The Incentive Role of Creating 'Cities' in China
Posted: 10 Apr 2011
Date Written: April 9, 2011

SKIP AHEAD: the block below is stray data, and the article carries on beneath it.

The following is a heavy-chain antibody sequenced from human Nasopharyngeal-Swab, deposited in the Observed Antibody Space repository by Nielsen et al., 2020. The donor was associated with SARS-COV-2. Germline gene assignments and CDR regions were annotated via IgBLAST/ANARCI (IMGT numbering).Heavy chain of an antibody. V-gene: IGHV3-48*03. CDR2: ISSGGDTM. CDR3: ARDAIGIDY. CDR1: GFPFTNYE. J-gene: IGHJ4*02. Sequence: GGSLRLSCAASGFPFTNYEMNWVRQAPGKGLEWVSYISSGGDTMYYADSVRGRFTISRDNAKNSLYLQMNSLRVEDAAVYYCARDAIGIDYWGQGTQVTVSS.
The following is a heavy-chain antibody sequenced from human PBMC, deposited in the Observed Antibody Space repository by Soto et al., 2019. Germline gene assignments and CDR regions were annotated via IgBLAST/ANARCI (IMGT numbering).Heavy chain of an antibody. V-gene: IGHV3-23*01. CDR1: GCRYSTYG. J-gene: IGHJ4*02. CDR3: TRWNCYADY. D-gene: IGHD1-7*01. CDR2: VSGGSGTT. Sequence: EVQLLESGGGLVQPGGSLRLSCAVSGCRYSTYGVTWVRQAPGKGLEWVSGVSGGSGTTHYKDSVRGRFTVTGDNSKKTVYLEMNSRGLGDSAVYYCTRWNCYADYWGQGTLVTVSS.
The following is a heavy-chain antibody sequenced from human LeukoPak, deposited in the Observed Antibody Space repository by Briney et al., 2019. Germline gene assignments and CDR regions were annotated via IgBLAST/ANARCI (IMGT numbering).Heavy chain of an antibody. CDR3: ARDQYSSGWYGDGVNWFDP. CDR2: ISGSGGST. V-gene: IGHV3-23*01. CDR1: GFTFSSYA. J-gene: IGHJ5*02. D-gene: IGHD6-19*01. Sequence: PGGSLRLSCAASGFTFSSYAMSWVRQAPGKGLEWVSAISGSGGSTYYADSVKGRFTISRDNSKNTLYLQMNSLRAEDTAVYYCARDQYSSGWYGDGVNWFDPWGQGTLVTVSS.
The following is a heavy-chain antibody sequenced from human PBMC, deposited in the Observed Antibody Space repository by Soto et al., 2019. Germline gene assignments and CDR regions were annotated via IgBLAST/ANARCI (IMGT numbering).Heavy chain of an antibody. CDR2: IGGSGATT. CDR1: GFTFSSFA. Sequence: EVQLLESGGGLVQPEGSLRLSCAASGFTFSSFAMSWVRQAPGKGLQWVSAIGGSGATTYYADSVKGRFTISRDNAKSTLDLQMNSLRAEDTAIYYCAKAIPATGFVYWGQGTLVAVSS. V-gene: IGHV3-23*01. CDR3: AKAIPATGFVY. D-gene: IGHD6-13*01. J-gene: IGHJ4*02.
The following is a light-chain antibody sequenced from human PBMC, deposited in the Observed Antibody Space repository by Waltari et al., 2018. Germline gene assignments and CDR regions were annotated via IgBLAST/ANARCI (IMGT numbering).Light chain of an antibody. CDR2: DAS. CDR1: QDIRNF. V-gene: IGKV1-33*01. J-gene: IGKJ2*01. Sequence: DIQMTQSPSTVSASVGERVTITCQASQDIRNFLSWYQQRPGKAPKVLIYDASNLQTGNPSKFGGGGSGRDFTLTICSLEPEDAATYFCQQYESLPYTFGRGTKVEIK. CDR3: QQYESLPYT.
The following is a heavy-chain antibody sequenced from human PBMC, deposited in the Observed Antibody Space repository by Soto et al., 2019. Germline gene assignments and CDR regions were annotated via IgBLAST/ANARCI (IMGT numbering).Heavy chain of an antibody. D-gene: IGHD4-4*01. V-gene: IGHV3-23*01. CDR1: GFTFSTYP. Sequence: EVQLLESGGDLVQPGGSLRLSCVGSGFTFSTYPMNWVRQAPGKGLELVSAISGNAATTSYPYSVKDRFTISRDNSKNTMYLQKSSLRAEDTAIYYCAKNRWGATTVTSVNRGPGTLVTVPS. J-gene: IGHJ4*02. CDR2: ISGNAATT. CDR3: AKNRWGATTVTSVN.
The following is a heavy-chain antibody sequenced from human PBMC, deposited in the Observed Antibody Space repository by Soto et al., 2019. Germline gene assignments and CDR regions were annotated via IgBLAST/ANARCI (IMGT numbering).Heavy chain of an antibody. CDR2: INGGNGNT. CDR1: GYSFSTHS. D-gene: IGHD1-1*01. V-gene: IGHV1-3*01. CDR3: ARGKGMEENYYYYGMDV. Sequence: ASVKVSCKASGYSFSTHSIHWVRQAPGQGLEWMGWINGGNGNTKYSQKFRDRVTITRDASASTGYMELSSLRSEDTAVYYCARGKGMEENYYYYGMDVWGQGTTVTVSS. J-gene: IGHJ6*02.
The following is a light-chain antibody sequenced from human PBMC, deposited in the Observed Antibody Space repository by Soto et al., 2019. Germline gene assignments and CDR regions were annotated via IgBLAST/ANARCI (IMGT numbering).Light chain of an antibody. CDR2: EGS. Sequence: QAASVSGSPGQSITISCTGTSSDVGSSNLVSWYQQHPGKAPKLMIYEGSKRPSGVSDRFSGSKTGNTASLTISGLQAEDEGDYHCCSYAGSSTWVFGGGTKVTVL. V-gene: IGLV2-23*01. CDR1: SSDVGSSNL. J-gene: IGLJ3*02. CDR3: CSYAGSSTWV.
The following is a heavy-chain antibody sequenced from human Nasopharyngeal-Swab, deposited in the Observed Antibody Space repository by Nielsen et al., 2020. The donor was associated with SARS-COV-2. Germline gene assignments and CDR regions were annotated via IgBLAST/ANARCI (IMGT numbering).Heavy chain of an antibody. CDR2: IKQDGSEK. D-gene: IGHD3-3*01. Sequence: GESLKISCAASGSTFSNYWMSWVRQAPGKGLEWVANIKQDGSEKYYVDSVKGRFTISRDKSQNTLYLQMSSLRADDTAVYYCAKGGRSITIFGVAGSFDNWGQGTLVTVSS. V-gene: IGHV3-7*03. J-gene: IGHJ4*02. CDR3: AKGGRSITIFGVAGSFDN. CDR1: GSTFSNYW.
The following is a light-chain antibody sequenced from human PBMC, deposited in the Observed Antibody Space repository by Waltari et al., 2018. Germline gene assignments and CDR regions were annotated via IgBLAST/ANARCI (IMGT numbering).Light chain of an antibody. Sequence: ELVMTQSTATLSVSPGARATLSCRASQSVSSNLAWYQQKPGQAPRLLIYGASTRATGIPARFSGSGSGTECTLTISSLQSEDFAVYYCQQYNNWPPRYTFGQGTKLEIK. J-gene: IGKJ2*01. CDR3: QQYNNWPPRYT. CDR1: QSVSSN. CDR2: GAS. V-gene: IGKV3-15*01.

China operated an urbanization policy by which counties could be given city status between 1983 and 1997. The policy had substantial impacts on the new administrative entities, including more discretionary power and fiscal independence. Such "county-to-city upgrading" provided the central government with an instrument to reward localities. Using a large dataset covering all counties during 1993-1997, I show that upgrading is not an automatic procedure that endorses the high urbanization levels in existing counties. Although official guidelines for upgrading counties to cities were published, these requirements were largely ignored in practice. Instead, economic growth rate was the key factor in determining which counties obtained city status. This paper interprets the creation of county-level cities through upgrading as part of the incentive structure of Chinese local officials. The importance of both fiscal and political incentives facing the local government in promoting economic growth is highlighted.
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